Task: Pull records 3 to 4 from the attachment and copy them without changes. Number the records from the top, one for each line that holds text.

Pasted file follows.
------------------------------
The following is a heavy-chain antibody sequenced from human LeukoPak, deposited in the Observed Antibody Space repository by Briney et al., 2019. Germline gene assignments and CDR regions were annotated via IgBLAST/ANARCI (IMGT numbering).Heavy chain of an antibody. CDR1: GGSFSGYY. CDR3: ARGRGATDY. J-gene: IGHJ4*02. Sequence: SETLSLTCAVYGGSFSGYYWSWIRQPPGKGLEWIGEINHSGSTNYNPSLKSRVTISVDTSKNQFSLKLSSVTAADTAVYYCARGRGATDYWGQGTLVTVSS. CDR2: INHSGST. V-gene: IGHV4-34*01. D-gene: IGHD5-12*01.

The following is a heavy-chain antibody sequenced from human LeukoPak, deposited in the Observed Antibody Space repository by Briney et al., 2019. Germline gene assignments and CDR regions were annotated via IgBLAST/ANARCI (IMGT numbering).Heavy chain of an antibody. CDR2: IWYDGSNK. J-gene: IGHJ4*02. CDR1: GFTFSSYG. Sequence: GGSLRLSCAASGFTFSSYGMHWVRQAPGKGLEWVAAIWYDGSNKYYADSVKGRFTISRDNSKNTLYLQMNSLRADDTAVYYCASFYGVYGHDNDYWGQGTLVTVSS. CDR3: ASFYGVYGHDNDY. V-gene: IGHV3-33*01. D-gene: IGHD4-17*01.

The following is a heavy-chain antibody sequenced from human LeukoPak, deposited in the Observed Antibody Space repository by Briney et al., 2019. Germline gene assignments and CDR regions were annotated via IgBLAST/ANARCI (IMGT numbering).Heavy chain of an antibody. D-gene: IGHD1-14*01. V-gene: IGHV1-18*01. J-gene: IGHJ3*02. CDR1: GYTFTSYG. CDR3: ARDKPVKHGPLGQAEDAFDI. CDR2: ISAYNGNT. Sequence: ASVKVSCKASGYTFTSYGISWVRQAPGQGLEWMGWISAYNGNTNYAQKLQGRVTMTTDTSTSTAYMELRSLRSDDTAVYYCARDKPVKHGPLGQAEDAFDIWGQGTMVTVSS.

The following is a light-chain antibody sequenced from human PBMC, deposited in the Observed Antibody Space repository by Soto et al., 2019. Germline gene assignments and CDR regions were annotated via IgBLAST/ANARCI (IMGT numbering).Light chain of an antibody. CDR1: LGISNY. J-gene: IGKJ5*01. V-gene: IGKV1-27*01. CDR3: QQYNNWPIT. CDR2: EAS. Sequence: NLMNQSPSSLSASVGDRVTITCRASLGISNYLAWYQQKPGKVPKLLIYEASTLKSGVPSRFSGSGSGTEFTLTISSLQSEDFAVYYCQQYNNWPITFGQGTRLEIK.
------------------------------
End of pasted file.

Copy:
The following is a heavy-chain antibody sequenced from human LeukoPak, deposited in the Observed Antibody Space repository by Briney et al., 2019. Germline gene assignments and CDR regions were annotated via IgBLAST/ANARCI (IMGT numbering).Heavy chain of an antibody. D-gene: IGHD1-14*01. V-gene: IGHV1-18*01. J-gene: IGHJ3*02. CDR1: GYTFTSYG. CDR3: ARDKPVKHGPLGQAEDAFDI. CDR2: ISAYNGNT. Sequence: ASVKVSCKASGYTFTSYGISWVRQAPGQGLEWMGWISAYNGNTNYAQKLQGRVTMTTDTSTSTAYMELRSLRSDDTAVYYCARDKPVKHGPLGQAEDAFDIWGQGTMVTVSS.

The following is a light-chain antibody sequenced from human PBMC, deposited in the Observed Antibody Space repository by Soto et al., 2019. Germline gene assignments and CDR regions were annotated via IgBLAST/ANARCI (IMGT numbering).Light chain of an antibody. CDR1: LGISNY. J-gene: IGKJ5*01. V-gene: IGKV1-27*01. CDR3: QQYNNWPIT. CDR2: EAS. Sequence: NLMNQSPSSLSASVGDRVTITCRASLGISNYLAWYQQKPGKVPKLLIYEASTLKSGVPSRFSGSGSGTEFTLTISSLQSEDFAVYYCQQYNNWPITFGQGTRLEIK.